A heartfelt effort to transform Beaty’s celebrated monologue into a picture book undermines the source material’s power, despite the contributions of Collier’s stunning collage-and-watercolor artwork.
A father and son play “KNOCK KNOCK” every morning, Papa knocking on the door to awaken him and the boy jumping into his arms. Both picture book and monologue open with this recollection and then reflect on the boy’s profound loss when his beloved father is suddenly gone; but while the latter text explains that this is due to the father’s incarceration, in picture-book form, his absence is unexplained until an author’s note in the backmatter. Not only is this potentially confusing and alarming, it also robs the text of one of its most powerful elements: when the boy visits his father in prison and must “KNOCK KNOCK” on the glass between them. In the monologue, Beaty says that he had to learn to father himself and give himself the words his father didn’t give to him. In this adaptation, the boy’s mysteriously absent father writes a loving letter filled with fatherly advice, but it omits the monologue’s lines about fighting poverty and racism and not allowing a father’s choices to define the child. Absent the critical back story, this picture book feels incomplete.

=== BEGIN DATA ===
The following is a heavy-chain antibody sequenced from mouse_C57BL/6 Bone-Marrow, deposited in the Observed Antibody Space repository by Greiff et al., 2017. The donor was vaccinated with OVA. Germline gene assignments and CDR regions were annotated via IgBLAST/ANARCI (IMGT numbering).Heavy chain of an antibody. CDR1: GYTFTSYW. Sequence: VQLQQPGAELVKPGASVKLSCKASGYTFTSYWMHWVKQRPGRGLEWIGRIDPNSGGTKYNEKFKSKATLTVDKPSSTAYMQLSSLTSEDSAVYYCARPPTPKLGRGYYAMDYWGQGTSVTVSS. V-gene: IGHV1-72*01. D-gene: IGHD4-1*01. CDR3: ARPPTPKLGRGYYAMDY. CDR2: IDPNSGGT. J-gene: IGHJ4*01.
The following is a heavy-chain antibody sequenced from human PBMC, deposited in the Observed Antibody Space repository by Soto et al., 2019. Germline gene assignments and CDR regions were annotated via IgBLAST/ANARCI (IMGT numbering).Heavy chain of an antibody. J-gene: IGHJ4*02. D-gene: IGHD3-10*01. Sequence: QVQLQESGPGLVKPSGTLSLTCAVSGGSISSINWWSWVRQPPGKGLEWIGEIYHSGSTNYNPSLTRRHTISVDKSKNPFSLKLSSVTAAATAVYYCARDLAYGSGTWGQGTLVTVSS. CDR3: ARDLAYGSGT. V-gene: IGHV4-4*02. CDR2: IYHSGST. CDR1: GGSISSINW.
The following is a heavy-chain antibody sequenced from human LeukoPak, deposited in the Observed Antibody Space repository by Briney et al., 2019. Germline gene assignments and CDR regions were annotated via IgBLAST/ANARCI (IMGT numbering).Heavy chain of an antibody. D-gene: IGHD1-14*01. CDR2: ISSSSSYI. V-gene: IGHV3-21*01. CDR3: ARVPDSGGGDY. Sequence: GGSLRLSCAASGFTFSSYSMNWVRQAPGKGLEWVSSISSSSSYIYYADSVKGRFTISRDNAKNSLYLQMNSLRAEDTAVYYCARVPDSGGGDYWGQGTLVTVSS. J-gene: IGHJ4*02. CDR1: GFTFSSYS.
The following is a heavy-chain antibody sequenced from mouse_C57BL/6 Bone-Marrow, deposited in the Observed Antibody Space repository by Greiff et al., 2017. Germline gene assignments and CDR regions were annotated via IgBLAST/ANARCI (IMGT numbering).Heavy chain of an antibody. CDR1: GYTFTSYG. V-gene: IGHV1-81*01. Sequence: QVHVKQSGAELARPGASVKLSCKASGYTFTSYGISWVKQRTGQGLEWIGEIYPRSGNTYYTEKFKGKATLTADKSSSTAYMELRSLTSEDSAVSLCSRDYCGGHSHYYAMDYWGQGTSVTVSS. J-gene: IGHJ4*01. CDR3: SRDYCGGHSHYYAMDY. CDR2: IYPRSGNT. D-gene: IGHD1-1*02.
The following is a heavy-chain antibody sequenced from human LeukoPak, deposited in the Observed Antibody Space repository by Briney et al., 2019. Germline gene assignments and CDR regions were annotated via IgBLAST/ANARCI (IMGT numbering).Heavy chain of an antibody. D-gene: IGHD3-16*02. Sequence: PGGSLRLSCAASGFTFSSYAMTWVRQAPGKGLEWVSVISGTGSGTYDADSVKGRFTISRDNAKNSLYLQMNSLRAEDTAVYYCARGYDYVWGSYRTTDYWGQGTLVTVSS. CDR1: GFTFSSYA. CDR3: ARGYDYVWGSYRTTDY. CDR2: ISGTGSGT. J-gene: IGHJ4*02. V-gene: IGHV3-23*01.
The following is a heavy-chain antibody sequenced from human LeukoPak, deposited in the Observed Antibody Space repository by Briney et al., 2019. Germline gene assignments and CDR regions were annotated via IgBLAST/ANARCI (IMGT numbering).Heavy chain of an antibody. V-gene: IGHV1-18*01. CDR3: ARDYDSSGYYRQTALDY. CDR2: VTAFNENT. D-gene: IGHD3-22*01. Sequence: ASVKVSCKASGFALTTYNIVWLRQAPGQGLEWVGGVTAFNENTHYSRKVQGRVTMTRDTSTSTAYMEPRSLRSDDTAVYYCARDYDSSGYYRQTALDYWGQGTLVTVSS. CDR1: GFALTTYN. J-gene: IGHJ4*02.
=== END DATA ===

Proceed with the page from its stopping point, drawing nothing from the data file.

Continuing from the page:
A valiant effort that falls short of its source’s fearless honesty and passion. (Picture book. 4-8)